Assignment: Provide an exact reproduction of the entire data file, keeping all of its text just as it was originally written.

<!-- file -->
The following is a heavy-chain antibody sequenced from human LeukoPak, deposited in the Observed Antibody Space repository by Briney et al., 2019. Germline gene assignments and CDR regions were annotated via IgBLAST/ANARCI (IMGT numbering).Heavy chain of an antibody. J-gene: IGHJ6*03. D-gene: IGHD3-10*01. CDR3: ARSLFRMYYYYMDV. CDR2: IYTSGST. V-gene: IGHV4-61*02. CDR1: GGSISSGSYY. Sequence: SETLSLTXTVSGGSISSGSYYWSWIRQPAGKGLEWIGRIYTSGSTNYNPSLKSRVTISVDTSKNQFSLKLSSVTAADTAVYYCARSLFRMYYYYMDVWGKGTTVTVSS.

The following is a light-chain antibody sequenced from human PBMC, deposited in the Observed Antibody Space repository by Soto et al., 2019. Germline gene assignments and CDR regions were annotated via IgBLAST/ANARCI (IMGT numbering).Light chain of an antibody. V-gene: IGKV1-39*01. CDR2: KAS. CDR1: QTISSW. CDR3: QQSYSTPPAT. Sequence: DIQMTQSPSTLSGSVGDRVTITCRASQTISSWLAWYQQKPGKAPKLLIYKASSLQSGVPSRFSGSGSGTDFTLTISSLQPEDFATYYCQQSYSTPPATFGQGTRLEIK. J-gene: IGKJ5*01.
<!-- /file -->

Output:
The following is a heavy-chain antibody sequenced from human LeukoPak, deposited in the Observed Antibody Space repository by Briney et al., 2019. Germline gene assignments and CDR regions were annotated via IgBLAST/ANARCI (IMGT numbering).Heavy chain of an antibody. J-gene: IGHJ6*03. D-gene: IGHD3-10*01. CDR3: ARSLFRMYYYYMDV. CDR2: IYTSGST. V-gene: IGHV4-61*02. CDR1: GGSISSGSYY. Sequence: SETLSLTXTVSGGSISSGSYYWSWIRQPAGKGLEWIGRIYTSGSTNYNPSLKSRVTISVDTSKNQFSLKLSSVTAADTAVYYCARSLFRMYYYYMDVWGKGTTVTVSS.

The following is a light-chain antibody sequenced from human PBMC, deposited in the Observed Antibody Space repository by Soto et al., 2019. Germline gene assignments and CDR regions were annotated via IgBLAST/ANARCI (IMGT numbering).Light chain of an antibody. V-gene: IGKV1-39*01. CDR2: KAS. CDR1: QTISSW. CDR3: QQSYSTPPAT. Sequence: DIQMTQSPSTLSGSVGDRVTITCRASQTISSWLAWYQQKPGKAPKLLIYKASSLQSGVPSRFSGSGSGTDFTLTISSLQPEDFATYYCQQSYSTPPATFGQGTRLEIK. J-gene: IGKJ5*01.